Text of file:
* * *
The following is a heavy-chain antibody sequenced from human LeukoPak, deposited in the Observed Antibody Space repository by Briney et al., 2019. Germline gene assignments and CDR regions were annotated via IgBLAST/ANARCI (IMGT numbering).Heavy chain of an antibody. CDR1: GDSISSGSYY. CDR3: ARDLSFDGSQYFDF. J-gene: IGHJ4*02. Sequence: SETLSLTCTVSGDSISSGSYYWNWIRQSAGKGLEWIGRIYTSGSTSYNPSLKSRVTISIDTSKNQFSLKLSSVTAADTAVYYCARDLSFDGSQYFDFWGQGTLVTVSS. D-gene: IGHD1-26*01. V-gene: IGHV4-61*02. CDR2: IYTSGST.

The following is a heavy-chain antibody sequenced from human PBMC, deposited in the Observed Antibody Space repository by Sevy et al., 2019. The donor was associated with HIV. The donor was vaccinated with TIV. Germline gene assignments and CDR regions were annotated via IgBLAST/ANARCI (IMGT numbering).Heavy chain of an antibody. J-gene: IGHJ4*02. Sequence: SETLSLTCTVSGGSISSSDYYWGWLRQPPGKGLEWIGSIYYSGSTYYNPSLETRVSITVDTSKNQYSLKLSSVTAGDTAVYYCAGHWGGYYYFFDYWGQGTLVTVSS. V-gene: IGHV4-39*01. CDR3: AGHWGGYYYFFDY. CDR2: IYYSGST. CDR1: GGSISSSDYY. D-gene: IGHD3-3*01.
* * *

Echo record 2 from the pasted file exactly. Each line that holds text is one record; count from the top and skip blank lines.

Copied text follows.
The following is a heavy-chain antibody sequenced from human PBMC, deposited in the Observed Antibody Space repository by Sevy et al., 2019. The donor was associated with HIV. The donor was vaccinated with TIV. Germline gene assignments and CDR regions were annotated via IgBLAST/ANARCI (IMGT numbering).Heavy chain of an antibody. J-gene: IGHJ4*02. Sequence: SETLSLTCTVSGGSISSSDYYWGWLRQPPGKGLEWIGSIYYSGSTYYNPSLETRVSITVDTSKNQYSLKLSSVTAGDTAVYYCAGHWGGYYYFFDYWGQGTLVTVSS. V-gene: IGHV4-39*01. CDR3: AGHWGGYYYFFDY. CDR2: IYYSGST. CDR1: GGSISSSDYY. D-gene: IGHD3-3*01.